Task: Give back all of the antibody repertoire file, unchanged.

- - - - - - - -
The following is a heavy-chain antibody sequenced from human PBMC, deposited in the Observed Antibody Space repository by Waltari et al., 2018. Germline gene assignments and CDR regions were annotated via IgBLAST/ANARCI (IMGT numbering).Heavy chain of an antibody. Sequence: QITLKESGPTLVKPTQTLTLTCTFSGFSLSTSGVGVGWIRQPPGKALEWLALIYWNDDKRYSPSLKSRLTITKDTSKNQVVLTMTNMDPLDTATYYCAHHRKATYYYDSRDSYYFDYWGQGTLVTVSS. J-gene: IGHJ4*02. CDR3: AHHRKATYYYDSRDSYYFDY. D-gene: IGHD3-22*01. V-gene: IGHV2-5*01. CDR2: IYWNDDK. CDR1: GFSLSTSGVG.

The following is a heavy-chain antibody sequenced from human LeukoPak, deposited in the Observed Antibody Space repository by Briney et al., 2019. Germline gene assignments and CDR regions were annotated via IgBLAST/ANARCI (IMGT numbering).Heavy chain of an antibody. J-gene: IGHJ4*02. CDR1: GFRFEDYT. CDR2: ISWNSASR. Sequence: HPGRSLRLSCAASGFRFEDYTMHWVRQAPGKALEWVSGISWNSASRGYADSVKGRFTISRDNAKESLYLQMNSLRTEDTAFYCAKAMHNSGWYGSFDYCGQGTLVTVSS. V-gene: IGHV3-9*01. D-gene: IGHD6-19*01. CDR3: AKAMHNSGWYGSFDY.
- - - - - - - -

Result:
The following is a heavy-chain antibody sequenced from human PBMC, deposited in the Observed Antibody Space repository by Waltari et al., 2018. Germline gene assignments and CDR regions were annotated via IgBLAST/ANARCI (IMGT numbering).Heavy chain of an antibody. Sequence: QITLKESGPTLVKPTQTLTLTCTFSGFSLSTSGVGVGWIRQPPGKALEWLALIYWNDDKRYSPSLKSRLTITKDTSKNQVVLTMTNMDPLDTATYYCAHHRKATYYYDSRDSYYFDYWGQGTLVTVSS. J-gene: IGHJ4*02. CDR3: AHHRKATYYYDSRDSYYFDY. D-gene: IGHD3-22*01. V-gene: IGHV2-5*01. CDR2: IYWNDDK. CDR1: GFSLSTSGVG.

The following is a heavy-chain antibody sequenced from human LeukoPak, deposited in the Observed Antibody Space repository by Briney et al., 2019. Germline gene assignments and CDR regions were annotated via IgBLAST/ANARCI (IMGT numbering).Heavy chain of an antibody. J-gene: IGHJ4*02. CDR1: GFRFEDYT. CDR2: ISWNSASR. Sequence: HPGRSLRLSCAASGFRFEDYTMHWVRQAPGKALEWVSGISWNSASRGYADSVKGRFTISRDNAKESLYLQMNSLRTEDTAFYCAKAMHNSGWYGSFDYCGQGTLVTVSS. V-gene: IGHV3-9*01. D-gene: IGHD6-19*01. CDR3: AKAMHNSGWYGSFDY.